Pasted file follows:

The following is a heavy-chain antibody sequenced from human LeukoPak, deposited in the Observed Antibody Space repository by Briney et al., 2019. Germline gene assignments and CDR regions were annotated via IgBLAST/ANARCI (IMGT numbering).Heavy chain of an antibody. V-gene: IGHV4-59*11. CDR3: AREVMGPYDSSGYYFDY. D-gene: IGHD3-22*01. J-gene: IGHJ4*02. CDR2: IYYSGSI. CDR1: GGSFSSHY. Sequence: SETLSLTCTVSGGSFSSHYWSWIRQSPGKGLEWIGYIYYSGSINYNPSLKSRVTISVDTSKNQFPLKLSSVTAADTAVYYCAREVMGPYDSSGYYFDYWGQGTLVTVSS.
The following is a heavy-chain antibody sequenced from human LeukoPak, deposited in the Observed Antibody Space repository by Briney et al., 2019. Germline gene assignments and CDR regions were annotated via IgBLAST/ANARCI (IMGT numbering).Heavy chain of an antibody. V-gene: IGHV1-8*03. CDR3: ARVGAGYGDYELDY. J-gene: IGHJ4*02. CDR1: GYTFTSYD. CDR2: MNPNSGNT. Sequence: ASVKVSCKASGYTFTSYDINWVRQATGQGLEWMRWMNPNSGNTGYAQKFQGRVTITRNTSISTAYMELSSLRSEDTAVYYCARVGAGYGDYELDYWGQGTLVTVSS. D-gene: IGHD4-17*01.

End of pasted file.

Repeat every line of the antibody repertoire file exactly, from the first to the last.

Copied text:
The following is a heavy-chain antibody sequenced from human LeukoPak, deposited in the Observed Antibody Space repository by Briney et al., 2019. Germline gene assignments and CDR regions were annotated via IgBLAST/ANARCI (IMGT numbering).Heavy chain of an antibody. V-gene: IGHV4-59*11. CDR3: AREVMGPYDSSGYYFDY. D-gene: IGHD3-22*01. J-gene: IGHJ4*02. CDR2: IYYSGSI. CDR1: GGSFSSHY. Sequence: SETLSLTCTVSGGSFSSHYWSWIRQSPGKGLEWIGYIYYSGSINYNPSLKSRVTISVDTSKNQFPLKLSSVTAADTAVYYCAREVMGPYDSSGYYFDYWGQGTLVTVSS.
The following is a heavy-chain antibody sequenced from human LeukoPak, deposited in the Observed Antibody Space repository by Briney et al., 2019. Germline gene assignments and CDR regions were annotated via IgBLAST/ANARCI (IMGT numbering).Heavy chain of an antibody. V-gene: IGHV1-8*03. CDR3: ARVGAGYGDYELDY. J-gene: IGHJ4*02. CDR1: GYTFTSYD. CDR2: MNPNSGNT. Sequence: ASVKVSCKASGYTFTSYDINWVRQATGQGLEWMRWMNPNSGNTGYAQKFQGRVTITRNTSISTAYMELSSLRSEDTAVYYCARVGAGYGDYELDYWGQGTLVTVSS. D-gene: IGHD4-17*01.